Net-winged beetle (Coleoptera: Lycidae) glued to oversized point and pinned with sewing needle, both of which are non good insect specimen preparation practices. Photo by Andy Deans (CC BY 2.0).
How not to pin a specimen, or: how I learned hundreds of entomological lessons by re-curating the PSUC teaching collection. I’ve written about our teaching collection several times already (see posts 1, 2, and 3). Now that I am nearing the end of my effort to inventory and re-house these specimens it’s time to provide my insights and a plea for new specimens.
First, here is the spreadsheet of families I cover in my Insect Biodiversity and Evolution (ENT 432) course. This spreadsheet also accounts for which specimens we have in our teaching collection and which we ones we need badly. I will pursue all leads, so let me know if you can help! We’re happy to offer specimens or other favors in return! Here are a few lessons:
Lesson 1: All entomologists should receive training in how to prepare a specimen. Seems obvious, right? There were so many bad specimen preps in this collection that I was openly and vigorously weeping. See the lycid specimen in the above image: no labels, HUGE point, sewing needle, excessive glue, etc. (On a related note, Hancock et al. (2011) offer a fascinating read about pins, proper and otherwise, in entomology.) Maybe that’s par for the course in a teaching collection, but it shouldn’t be. My mission is now to make sure that no specimens are wasted, that there are no inadequate preparations. Solution: update our specimen preparation SOPs (dried insects, Odonata, wet specimens, slide mounting) and generate a comprehensive list of suggestions for different taxa. We will also reject all donations of substandard specimens (unless ultra rare, of course).
Lesson 2: All entomologists need to be informed about curatorial issues. For example, we have a mix of USNM, Cornell, and <some yet-to-be-determined> storage standards right now in our collections. The vast majority of our cabinets/drawers/unit trays are USNM. But the 8% or so that are different … well, it’s like someone threw a giant monkey wrench into our plans to reorganize the collections. Solution: We standardized all teaching materials on the Cornell system and all research materials on USNM. The third standard is being discarded. It’s a huge, time- and resource-wasting effort that could’ve been avoided had people been aware of these issues. I’m also developing an exercise for future ENT 432 students; they will each be responsible for re-curating designated drawers in the teaching collection and reporting back at the end of the semester.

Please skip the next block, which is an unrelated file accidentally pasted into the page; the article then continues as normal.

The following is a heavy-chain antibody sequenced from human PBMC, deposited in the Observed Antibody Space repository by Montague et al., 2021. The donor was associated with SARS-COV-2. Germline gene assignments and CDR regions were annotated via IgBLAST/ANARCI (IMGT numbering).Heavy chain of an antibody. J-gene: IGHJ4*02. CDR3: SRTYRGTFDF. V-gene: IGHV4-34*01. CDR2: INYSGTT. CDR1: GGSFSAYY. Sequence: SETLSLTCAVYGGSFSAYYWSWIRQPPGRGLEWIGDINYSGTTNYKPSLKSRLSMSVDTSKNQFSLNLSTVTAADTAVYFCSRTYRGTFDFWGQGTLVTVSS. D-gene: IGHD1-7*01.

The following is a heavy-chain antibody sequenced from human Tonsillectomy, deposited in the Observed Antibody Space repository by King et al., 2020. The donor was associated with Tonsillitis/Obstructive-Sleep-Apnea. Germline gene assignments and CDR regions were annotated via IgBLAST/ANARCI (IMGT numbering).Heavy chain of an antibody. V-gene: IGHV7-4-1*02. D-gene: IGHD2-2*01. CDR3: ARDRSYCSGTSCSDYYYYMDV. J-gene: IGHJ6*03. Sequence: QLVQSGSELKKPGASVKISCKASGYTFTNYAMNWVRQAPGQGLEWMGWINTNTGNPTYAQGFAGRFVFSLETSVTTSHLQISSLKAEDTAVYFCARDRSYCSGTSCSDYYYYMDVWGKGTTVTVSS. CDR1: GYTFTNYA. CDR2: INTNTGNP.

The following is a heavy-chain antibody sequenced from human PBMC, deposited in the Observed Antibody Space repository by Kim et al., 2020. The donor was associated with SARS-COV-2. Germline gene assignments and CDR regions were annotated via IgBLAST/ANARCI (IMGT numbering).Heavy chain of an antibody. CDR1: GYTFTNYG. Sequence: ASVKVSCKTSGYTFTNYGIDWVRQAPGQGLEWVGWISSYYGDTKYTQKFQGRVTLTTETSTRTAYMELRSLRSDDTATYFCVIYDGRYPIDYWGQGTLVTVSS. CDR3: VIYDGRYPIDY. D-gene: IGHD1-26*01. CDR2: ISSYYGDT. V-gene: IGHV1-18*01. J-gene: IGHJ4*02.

Lesson 3: Teaching collections should be assembled with input from systematists to prevent high value specimens from being exposed to unstable conditions. There were at least 12 drawers of material—about 17% of all specimens—that were inappropriate for a collection that is frequently handled by inexperienced hands and, at least historically, neglected by collection managers. A few examples:
I found two blues (Lycaenidae) from Burma, collected in 1955. They look similar to local lycaenids and so offer little information to an ENT 432 student. It’s also very difficult to collect in Burma! These specimens belong int he research collection.
This stunning warty leaf beetle (Chrysomelidae: Cryptocephalinae: Fulcidacini) from Brazil is unlike anything we’d see in PA, at least in terms of scale and color. Given its age and exoticness I think it should be housed in the research collection.
A small series of Twelve-spotted Asparagus beetles (Chrysomelidae: Crioceris duodecimpunctata), collected in 1919. It’s a common species, and these are old specimens. They’ve probably served Penn State’s entomology students for almost a century! Time to retire them—and all the other specimens I found from the early 1900s—to the research collection.
Solution: All of this material was removed, freeze-treated, and added to our research collection.
Lesson 4: Specimen breakage is, unfortunately, inevitable in a collection like this. Students usually enter this class with little to no specimen handling experience. I am surprised, however, at their overall resilience. As stated above, some of these specimens have been around for almost a century. Solution: Develop demonstrations for specimen handling best practices and crack down on irresponsible handling. The curation exercise should also instill in these students a deep sense of respect for the collection. They’ll have to re-curate their drawers after the lab(s), which, in my experience, can be quite messy.